It’s unclear whether that representation would be affected by this month’s Supreme Court decision that ended mandatory union dues for Illinois’ home-based health care workers who are also paid by the state. The decision could open the door to challenges to union requirements for other categories of home-based workers, including those in child care. No such challenges have been filed.
Illinois is one of 14 states where home-based child care workers that receive state funding have the right to unionize, according to a recent study by the Washington-based National Women’s Law Center.
Noble Street Charter School Network often boasts that its schools are the highest-achieving non-selective schools in the city. And, while it is true, Noble does not have students test in, critics have charged that its admissions and discipline policy keeps out unmotivated students and pushes out unruly students. But this year, under pressure, Noble has abandoned big parts of both policies. In its renewed contract with CPS, Noble agreed to stop requiring students to go to an “information session” before applying. Also, they have to make clear that the essay is optional. State law states charter school admission should be decided through lottery. This comes on the heels of Noble announcing in April that it will stop charging students $5 for a detention. Noble founder Mike Milkie defended the discipline policy, which is still stricter than CPS, in a Catalyst Chicago op-ed. It will be interesting to see if the charter school operator can maintain its academic status without these policies.
Will we find out more?….We’ve heard repeatedly that charter schools push out problem students. We reported in 2010 that one in ten charter school students transfers out, even though there is supposedly a waiting list for the coveted seats. An upcoming report from a researcher who worked on the well-known CREDO (Center for Research on Educational Outcomees) charter studies out of Stanford University will take a look at push-outs from charters in dozens of cities, according to Chalkbeat New York. The researcher says there’s no evidence New York City’s charters are guilty of the practice, but that other districts are. No word in this article on whether Chicago will be part of the new report, but previous CREDO studies have included Illinois and Chicago.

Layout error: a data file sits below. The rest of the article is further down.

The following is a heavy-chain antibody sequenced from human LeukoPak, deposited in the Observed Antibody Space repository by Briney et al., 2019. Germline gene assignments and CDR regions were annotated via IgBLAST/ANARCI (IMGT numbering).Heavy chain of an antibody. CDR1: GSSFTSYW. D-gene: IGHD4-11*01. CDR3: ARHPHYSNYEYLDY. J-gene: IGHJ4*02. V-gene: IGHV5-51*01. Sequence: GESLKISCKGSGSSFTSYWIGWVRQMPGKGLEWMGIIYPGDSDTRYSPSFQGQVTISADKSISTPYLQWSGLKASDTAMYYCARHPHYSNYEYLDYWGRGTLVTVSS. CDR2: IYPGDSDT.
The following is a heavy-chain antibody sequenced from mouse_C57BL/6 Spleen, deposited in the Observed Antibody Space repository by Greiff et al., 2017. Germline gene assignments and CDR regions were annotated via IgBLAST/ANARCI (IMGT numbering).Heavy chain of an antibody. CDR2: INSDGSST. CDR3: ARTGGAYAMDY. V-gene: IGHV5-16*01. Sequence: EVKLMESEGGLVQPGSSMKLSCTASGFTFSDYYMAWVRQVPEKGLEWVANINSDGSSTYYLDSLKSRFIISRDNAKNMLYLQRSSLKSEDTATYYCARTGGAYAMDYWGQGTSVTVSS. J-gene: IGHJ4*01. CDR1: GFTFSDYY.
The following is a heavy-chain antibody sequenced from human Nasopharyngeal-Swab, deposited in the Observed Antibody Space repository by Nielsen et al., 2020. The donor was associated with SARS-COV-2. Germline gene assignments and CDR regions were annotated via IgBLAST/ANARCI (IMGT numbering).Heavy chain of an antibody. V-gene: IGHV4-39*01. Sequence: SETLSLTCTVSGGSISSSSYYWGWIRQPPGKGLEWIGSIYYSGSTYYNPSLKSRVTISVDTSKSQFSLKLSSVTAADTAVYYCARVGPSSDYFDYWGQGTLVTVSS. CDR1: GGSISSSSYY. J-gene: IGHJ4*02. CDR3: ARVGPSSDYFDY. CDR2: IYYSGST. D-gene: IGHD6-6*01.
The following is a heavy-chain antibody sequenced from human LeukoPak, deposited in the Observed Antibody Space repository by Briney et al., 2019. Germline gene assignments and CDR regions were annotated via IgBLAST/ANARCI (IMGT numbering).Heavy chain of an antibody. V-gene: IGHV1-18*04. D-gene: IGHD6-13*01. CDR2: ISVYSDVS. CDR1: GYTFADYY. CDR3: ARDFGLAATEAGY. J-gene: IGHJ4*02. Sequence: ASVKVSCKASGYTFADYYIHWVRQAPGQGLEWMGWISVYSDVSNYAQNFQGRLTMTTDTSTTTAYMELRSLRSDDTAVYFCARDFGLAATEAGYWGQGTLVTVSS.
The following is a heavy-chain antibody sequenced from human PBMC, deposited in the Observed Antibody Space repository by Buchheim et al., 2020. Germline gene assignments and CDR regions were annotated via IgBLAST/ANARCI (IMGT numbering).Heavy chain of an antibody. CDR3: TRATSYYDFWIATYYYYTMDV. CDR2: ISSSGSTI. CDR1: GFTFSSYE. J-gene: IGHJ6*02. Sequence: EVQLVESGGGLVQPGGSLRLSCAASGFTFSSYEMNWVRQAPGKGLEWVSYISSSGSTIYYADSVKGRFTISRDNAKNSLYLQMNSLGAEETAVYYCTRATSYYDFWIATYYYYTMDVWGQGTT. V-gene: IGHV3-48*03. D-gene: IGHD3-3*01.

On its way… DNAinfo reports that the city's planning commission has approved Walter Payton’s annex. The annex will expand enrollment by between 300 and 400 students. Currently, the school has about 940 students. The project will be paid for with $17 million in tax incremement financing money. The TIF money was one of the justifications Mayor Rahm Emanuel gave for building the addition, even as other schools are overcrowded and desperately could use the addition.
It is worth repeating that deciding which capital projects will get the go-ahead based on how much they can collect is a losing proposition for poor neighborhoods. In a nutshell, TIFS allows cities to to use new tax dollars in specific geographic areas to fund economic development (as property values -- and taxes -- rise after the TIF district is created) .
So how much is being collected in TIFS? ... Cook County Clerk David Orr has made it easier for the public to see how much tax money is being collected in these controversial entities. Orr says that “”it’s very hard to find the necessary information to make a good judgment about what’s the purpose of this enormous expansion. Clearly there’s still a lot of work to be done to make it easier to follow the TIF money trail.” Orr has a primer on TIFs here and a video here. When talking about schools, TIFs are important because tax money that otherwise would have gone into the public coffers instead is diverted into these special pots. As a result, TIFs have many critics, including the CTU and the Chicago Reader columnist Ben Joravsky.
The high cost of losing teachers... Illinois spends up to $71.7 million per year replacing teachers who quit, according to a new analysis from the Alliance for Excellent Education that pegs the national cost at $2.2 billion a year and reiterates the well-known and distressing fact that poor students of color are most likely to attend schools with the worst turnover. That’s about the same price tag for replacing the 4000 Chicago Public Schools teachers who left in 2011 and 2012, according to cost estimates from the National Commission on Teaching and America’s Future that we reported In our spring issue of Catalyst In Depth on teacher turnover. Turnaround schools posted the highest attrition, even after the initial firings that are part of the turnaround model. In other words, the teachers who were brought in to be part of the turnaround--most of whom were rookies--swiftly quit, often citing the long hours, tough environment and the pressure to quickly raise test scores.